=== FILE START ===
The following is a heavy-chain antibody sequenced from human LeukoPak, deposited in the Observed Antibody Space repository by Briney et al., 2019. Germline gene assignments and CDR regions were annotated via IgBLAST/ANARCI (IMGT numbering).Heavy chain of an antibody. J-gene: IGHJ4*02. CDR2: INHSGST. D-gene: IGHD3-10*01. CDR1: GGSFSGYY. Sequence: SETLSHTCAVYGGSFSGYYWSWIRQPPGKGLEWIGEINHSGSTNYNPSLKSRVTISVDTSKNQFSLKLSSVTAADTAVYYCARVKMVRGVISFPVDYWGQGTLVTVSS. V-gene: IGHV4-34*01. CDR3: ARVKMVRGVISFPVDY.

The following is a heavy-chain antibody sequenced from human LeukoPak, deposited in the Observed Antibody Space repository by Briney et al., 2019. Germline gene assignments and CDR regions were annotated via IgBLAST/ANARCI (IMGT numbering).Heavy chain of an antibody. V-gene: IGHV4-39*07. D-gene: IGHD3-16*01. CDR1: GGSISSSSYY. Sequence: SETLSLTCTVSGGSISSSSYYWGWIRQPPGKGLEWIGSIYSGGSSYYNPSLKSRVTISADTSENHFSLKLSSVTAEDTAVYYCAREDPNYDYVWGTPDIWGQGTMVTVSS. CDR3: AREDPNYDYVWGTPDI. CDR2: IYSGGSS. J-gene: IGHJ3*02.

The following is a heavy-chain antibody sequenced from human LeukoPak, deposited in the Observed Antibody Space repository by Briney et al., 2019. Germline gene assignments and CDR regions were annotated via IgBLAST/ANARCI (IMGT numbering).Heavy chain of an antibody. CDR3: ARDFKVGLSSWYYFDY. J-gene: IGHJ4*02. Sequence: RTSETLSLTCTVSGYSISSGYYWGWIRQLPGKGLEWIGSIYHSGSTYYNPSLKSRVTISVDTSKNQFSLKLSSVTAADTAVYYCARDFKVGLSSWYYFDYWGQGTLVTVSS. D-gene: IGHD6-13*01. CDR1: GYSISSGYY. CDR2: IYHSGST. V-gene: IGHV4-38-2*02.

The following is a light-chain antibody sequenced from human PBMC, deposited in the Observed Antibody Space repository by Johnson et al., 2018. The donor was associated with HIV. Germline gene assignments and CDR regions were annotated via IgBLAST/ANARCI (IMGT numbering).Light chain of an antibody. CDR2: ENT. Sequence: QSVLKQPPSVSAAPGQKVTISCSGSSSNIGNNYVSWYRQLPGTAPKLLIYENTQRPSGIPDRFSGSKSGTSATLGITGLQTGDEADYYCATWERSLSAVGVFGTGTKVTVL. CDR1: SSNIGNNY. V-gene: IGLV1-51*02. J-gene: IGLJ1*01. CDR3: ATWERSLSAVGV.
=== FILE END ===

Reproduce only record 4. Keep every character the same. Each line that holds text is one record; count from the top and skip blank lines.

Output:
The following is a light-chain antibody sequenced from human PBMC, deposited in the Observed Antibody Space repository by Johnson et al., 2018. The donor was associated with HIV. Germline gene assignments and CDR regions were annotated via IgBLAST/ANARCI (IMGT numbering).Light chain of an antibody. CDR2: ENT. Sequence: QSVLKQPPSVSAAPGQKVTISCSGSSSNIGNNYVSWYRQLPGTAPKLLIYENTQRPSGIPDRFSGSKSGTSATLGITGLQTGDEADYYCATWERSLSAVGVFGTGTKVTVL. CDR1: SSNIGNNY. V-gene: IGLV1-51*02. J-gene: IGLJ1*01. CDR3: ATWERSLSAVGV.